4. Your patient is a 23 year old man who complains of abdominal pain. The patient states that the pain began suddenly and was originally located in the area around
the umbilicus. Now, it has shifted to the RLQ. The patient complains of nausea
and vomiting, and he has a fever of 102 degrees Fahrenheit. On palpation of the
abdomen you note rebound tenderness. What condition should you suspect?
67% 23 of 34
5. Your patient is a 29 year old female complaining of a sudden onset of shortness of breath and chest pain. She indicates she is recovering from surgical repair of her
left femur following an automobile accident. What is the patient most likely
suffering from? 100%


The evaluation of these results are consistent with the over all findings of the final
examination. Generally, students do well on these types of questions. Responding
correctly to these questions is directly related to the premise that students do apply
knowledge to analysis of specific problems. The lower number of correct responses
displayed on item #4 may suggest that this specific subject area (abdominal emergencies)
requires more focus. This evaluation is limited by the lack of input from students with
regard to specific questions and an overall perspective on the outcome itself. The next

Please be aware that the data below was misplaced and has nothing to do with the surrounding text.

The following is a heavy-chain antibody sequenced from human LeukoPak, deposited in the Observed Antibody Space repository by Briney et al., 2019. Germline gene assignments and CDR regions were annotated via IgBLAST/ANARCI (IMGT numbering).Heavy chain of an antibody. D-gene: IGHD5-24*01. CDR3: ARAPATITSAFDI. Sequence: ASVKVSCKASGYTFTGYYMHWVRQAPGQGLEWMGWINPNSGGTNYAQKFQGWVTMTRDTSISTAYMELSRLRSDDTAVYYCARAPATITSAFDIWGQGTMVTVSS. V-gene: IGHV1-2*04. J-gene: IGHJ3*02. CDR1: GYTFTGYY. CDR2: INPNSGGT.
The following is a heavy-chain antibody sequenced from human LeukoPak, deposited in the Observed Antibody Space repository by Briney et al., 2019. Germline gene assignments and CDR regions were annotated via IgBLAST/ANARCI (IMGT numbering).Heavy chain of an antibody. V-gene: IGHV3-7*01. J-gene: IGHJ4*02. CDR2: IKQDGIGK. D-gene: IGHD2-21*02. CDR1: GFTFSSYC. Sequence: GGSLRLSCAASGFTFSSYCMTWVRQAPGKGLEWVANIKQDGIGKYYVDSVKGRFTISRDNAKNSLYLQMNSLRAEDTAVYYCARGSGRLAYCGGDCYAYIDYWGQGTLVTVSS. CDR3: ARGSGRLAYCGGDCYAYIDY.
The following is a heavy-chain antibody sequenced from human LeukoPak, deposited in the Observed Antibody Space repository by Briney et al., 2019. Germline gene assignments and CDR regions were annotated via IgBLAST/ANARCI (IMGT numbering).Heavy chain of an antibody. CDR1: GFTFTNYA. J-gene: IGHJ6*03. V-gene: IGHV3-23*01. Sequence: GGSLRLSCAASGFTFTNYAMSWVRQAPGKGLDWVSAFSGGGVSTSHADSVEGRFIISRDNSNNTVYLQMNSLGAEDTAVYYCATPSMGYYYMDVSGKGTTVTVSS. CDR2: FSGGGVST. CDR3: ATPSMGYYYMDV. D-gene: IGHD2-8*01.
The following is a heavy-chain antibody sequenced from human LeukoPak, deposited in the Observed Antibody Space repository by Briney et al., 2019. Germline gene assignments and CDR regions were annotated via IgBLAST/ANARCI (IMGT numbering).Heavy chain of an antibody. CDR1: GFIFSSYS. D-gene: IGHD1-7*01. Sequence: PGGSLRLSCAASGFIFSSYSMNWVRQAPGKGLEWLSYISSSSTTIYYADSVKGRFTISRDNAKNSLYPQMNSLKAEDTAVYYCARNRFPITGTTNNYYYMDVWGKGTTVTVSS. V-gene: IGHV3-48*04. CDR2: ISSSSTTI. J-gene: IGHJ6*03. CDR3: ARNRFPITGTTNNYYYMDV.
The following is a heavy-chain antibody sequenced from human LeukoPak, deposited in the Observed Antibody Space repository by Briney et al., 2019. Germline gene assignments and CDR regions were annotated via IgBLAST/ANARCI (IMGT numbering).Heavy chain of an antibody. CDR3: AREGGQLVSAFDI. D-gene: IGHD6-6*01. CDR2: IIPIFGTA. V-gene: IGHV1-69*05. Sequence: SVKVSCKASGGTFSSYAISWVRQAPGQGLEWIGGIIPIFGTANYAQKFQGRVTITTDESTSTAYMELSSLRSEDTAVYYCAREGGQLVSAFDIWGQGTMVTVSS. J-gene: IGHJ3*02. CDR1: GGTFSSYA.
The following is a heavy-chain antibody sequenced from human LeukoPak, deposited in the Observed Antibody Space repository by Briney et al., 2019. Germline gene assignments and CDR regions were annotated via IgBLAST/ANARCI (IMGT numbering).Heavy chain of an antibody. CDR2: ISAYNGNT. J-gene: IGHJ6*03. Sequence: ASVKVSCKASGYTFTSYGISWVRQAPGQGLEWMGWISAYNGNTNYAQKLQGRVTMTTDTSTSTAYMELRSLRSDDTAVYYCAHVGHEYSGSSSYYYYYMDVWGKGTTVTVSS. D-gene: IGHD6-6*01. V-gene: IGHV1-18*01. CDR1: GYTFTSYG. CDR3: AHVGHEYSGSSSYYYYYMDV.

assessment iteration will utilize the same test items to determine whether the suggested
actions result in desired outcome.

SLO Assessment: fall 2010
Assessment of program level SLO (Paramedic Program): #4- Applies knowledge to
analysis of specific problems

EMS 152: Cardiology

There were five (5) questions pre-selected fro the final written examination for the
assessment of this outcome. The questions were scenario-based and required students to
“weed out” distracting information, evaluate assessment findings and determine a
working diagnosis or appropriate medical intervention. The following is a list of the
questions and the percentage of students who responded correctly to each item:
1. Your patient is a 56 year-old male complaining of chest pain. He states that